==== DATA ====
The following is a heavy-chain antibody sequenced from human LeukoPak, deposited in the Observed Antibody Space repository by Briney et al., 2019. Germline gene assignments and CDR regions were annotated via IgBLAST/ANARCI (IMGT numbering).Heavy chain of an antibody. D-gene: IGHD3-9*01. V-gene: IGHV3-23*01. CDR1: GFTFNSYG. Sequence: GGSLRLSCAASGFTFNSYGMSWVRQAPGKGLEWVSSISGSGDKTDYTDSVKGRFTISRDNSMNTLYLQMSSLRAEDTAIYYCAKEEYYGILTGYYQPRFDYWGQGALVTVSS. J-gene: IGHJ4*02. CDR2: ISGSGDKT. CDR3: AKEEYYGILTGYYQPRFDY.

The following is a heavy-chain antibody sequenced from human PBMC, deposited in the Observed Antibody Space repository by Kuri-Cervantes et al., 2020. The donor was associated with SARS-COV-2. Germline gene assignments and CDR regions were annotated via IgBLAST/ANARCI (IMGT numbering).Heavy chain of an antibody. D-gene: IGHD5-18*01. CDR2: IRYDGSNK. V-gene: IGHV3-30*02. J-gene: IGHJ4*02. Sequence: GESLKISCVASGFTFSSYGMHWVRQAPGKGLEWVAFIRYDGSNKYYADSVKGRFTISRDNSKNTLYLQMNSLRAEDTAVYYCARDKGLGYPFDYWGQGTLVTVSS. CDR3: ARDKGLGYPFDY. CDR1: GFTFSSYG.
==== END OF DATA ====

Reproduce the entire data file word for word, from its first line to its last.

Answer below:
The following is a heavy-chain antibody sequenced from human LeukoPak, deposited in the Observed Antibody Space repository by Briney et al., 2019. Germline gene assignments and CDR regions were annotated via IgBLAST/ANARCI (IMGT numbering).Heavy chain of an antibody. D-gene: IGHD3-9*01. V-gene: IGHV3-23*01. CDR1: GFTFNSYG. Sequence: GGSLRLSCAASGFTFNSYGMSWVRQAPGKGLEWVSSISGSGDKTDYTDSVKGRFTISRDNSMNTLYLQMSSLRAEDTAIYYCAKEEYYGILTGYYQPRFDYWGQGALVTVSS. J-gene: IGHJ4*02. CDR2: ISGSGDKT. CDR3: AKEEYYGILTGYYQPRFDY.

The following is a heavy-chain antibody sequenced from human PBMC, deposited in the Observed Antibody Space repository by Kuri-Cervantes et al., 2020. The donor was associated with SARS-COV-2. Germline gene assignments and CDR regions were annotated via IgBLAST/ANARCI (IMGT numbering).Heavy chain of an antibody. D-gene: IGHD5-18*01. CDR2: IRYDGSNK. V-gene: IGHV3-30*02. J-gene: IGHJ4*02. Sequence: GESLKISCVASGFTFSSYGMHWVRQAPGKGLEWVAFIRYDGSNKYYADSVKGRFTISRDNSKNTLYLQMNSLRAEDTAVYYCARDKGLGYPFDYWGQGTLVTVSS. CDR3: ARDKGLGYPFDY. CDR1: GFTFSSYG.